Difficulty Reconstructing What Lucy Looked Like

Candida Moss wrote in the Daily Beast: “Visit more than one natural history museum or flip through a handful of scientific textbooks, and you’ll quickly notice how much disagreement there is about Lucy’s physical appearance. No one can agree on what Lucy or “AL 288-1” looked like. Why is that? In a February 2021 article, “Visual Depictions of Our Evolutionary Past,” published in Frontiers in Ecology and Evolution, a team of scientists from the University of Adelaide, Arizona State, the University of Zurich, and Howard University set out to discover why this is and to compile their own, scientifically grounded, reconstruction. [Source: Candida Moss, Daily Beast, February 27, 2021]


“The differences in the depictions of Lucy are not small and, as the authors of the study show, reflect ideological biases about the past. For example, the Creation Museum in Kentucky, which is run by Answers in Genesis, depicts Lucy as a knuckle dragging ape. This is despite the fact that, as Adam Benton has discussed, there is a broad consensus among scientists is that Lucy was a biped who walked on two feet. As the authors of the new study write, “the decision to reconstruct this specimen as a knuckle-walker is an obvious error” but it has significance for whether we see Lucy as important evidence about our ancestors or “just an ape.”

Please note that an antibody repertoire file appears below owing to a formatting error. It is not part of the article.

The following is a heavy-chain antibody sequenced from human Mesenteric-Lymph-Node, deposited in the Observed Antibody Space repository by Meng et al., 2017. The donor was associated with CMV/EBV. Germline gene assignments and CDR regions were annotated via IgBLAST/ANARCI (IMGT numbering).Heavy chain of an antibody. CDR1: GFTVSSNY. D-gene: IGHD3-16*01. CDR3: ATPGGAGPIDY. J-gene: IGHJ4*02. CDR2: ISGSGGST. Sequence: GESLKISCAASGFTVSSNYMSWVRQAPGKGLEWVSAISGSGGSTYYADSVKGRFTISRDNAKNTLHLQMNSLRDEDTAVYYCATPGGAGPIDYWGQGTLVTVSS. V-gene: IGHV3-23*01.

“Even in less extreme cases, there are considerable differences in the way that artistic reconstructions show Lucy’s ribcage, facial features, hair, and skin tone. As Karen Anderson has written in an important work, the problem is widespread in hominin reconstructions, which “often convey inaccurate scientific information.” Maciej Henneberg, one of the co-authors of the study, explained to The Daily Beast that depicting a hominin’s body and face involves the reconstruction both of hard tissues (bones and teeth) and of soft tissues (muscles, skin, guts, internal organs, etc). Along the way, numerous decisions have to be made and these decisions, Henneberg told me, substantially affect how people relate to the reconstructed specimen (be it Lucy or another example). Facial features are especially important in this process, Henneberg said, because “Humans communicate by looking at each other’s faces, so we pay a lot of attention to faces of others. Thus, the reconstruction of the face of an animal or a human ancestor gives important personal information — the ‘first impression’ of the reconstructed individual.